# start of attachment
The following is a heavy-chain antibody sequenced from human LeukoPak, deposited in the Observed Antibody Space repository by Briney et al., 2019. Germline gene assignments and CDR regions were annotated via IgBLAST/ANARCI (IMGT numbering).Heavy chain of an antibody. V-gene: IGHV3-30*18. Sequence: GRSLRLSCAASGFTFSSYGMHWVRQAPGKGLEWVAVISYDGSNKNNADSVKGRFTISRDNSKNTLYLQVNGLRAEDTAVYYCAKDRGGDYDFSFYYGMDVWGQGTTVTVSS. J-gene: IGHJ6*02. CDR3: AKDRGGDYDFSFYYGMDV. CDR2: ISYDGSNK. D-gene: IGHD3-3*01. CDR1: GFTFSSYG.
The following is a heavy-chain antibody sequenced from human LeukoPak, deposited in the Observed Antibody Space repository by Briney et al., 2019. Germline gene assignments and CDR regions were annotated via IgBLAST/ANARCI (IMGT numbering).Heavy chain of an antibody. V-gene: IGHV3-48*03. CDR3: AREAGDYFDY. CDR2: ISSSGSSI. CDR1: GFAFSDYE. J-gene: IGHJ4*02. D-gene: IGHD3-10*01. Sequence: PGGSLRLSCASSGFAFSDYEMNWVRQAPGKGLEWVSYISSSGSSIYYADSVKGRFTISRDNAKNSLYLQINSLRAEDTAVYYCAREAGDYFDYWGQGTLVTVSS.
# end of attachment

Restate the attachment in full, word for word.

The following is a heavy-chain antibody sequenced from human LeukoPak, deposited in the Observed Antibody Space repository by Briney et al., 2019. Germline gene assignments and CDR regions were annotated via IgBLAST/ANARCI (IMGT numbering).Heavy chain of an antibody. V-gene: IGHV3-30*18. Sequence: GRSLRLSCAASGFTFSSYGMHWVRQAPGKGLEWVAVISYDGSNKNNADSVKGRFTISRDNSKNTLYLQVNGLRAEDTAVYYCAKDRGGDYDFSFYYGMDVWGQGTTVTVSS. J-gene: IGHJ6*02. CDR3: AKDRGGDYDFSFYYGMDV. CDR2: ISYDGSNK. D-gene: IGHD3-3*01. CDR1: GFTFSSYG.
The following is a heavy-chain antibody sequenced from human LeukoPak, deposited in the Observed Antibody Space repository by Briney et al., 2019. Germline gene assignments and CDR regions were annotated via IgBLAST/ANARCI (IMGT numbering).Heavy chain of an antibody. V-gene: IGHV3-48*03. CDR3: AREAGDYFDY. CDR2: ISSSGSSI. CDR1: GFAFSDYE. J-gene: IGHJ4*02. D-gene: IGHD3-10*01. Sequence: PGGSLRLSCASSGFAFSDYEMNWVRQAPGKGLEWVSYISSSGSSIYYADSVKGRFTISRDNAKNSLYLQINSLRAEDTAVYYCAREAGDYFDYWGQGTLVTVSS.